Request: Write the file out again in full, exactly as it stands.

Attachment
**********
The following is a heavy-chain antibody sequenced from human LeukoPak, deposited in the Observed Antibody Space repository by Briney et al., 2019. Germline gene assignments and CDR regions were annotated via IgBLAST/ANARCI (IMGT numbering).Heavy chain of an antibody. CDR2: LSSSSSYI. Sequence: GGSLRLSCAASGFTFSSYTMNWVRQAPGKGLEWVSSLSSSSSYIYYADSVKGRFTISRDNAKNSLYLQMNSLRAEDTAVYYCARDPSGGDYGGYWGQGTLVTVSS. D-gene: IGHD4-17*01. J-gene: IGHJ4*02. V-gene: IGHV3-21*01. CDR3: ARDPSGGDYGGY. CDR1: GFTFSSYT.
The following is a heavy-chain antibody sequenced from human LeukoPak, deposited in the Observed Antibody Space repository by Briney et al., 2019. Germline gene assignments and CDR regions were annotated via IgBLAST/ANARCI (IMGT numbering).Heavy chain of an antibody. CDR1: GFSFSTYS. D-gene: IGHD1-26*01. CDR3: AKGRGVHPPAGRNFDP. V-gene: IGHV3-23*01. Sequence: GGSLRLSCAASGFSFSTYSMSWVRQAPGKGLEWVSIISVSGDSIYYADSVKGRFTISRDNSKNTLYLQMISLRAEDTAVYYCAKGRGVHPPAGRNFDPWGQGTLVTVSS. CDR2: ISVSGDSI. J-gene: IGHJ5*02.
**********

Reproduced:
The following is a heavy-chain antibody sequenced from human LeukoPak, deposited in the Observed Antibody Space repository by Briney et al., 2019. Germline gene assignments and CDR regions were annotated via IgBLAST/ANARCI (IMGT numbering).Heavy chain of an antibody. CDR2: LSSSSSYI. Sequence: GGSLRLSCAASGFTFSSYTMNWVRQAPGKGLEWVSSLSSSSSYIYYADSVKGRFTISRDNAKNSLYLQMNSLRAEDTAVYYCARDPSGGDYGGYWGQGTLVTVSS. D-gene: IGHD4-17*01. J-gene: IGHJ4*02. V-gene: IGHV3-21*01. CDR3: ARDPSGGDYGGY. CDR1: GFTFSSYT.
The following is a heavy-chain antibody sequenced from human LeukoPak, deposited in the Observed Antibody Space repository by Briney et al., 2019. Germline gene assignments and CDR regions were annotated via IgBLAST/ANARCI (IMGT numbering).Heavy chain of an antibody. CDR1: GFSFSTYS. D-gene: IGHD1-26*01. CDR3: AKGRGVHPPAGRNFDP. V-gene: IGHV3-23*01. Sequence: GGSLRLSCAASGFSFSTYSMSWVRQAPGKGLEWVSIISVSGDSIYYADSVKGRFTISRDNSKNTLYLQMISLRAEDTAVYYCAKGRGVHPPAGRNFDPWGQGTLVTVSS. CDR2: ISVSGDSI. J-gene: IGHJ5*02.